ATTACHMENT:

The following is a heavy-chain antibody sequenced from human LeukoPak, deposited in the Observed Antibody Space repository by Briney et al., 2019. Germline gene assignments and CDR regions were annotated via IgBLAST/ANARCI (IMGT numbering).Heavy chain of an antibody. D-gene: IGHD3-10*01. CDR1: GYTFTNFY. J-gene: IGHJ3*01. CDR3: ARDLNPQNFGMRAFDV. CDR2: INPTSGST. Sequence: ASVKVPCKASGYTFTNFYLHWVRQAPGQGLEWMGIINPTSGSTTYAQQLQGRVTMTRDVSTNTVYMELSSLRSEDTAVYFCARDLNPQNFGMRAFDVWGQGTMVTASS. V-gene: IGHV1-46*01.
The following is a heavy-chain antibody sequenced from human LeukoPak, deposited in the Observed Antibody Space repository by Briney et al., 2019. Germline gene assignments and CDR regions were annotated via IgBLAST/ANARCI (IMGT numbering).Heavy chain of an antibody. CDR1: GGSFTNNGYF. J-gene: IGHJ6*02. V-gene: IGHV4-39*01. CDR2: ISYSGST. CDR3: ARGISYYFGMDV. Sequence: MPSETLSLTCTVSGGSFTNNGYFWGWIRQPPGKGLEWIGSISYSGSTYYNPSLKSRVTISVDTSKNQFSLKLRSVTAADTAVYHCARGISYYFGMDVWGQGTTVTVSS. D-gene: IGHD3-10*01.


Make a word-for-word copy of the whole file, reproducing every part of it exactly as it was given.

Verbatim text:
The following is a heavy-chain antibody sequenced from human LeukoPak, deposited in the Observed Antibody Space repository by Briney et al., 2019. Germline gene assignments and CDR regions were annotated via IgBLAST/ANARCI (IMGT numbering).Heavy chain of an antibody. D-gene: IGHD3-10*01. CDR1: GYTFTNFY. J-gene: IGHJ3*01. CDR3: ARDLNPQNFGMRAFDV. CDR2: INPTSGST. Sequence: ASVKVPCKASGYTFTNFYLHWVRQAPGQGLEWMGIINPTSGSTTYAQQLQGRVTMTRDVSTNTVYMELSSLRSEDTAVYFCARDLNPQNFGMRAFDVWGQGTMVTASS. V-gene: IGHV1-46*01.
The following is a heavy-chain antibody sequenced from human LeukoPak, deposited in the Observed Antibody Space repository by Briney et al., 2019. Germline gene assignments and CDR regions were annotated via IgBLAST/ANARCI (IMGT numbering).Heavy chain of an antibody. CDR1: GGSFTNNGYF. J-gene: IGHJ6*02. V-gene: IGHV4-39*01. CDR2: ISYSGST. CDR3: ARGISYYFGMDV. Sequence: MPSETLSLTCTVSGGSFTNNGYFWGWIRQPPGKGLEWIGSISYSGSTYYNPSLKSRVTISVDTSKNQFSLKLRSVTAADTAVYHCARGISYYFGMDVWGQGTTVTVSS. D-gene: IGHD3-10*01.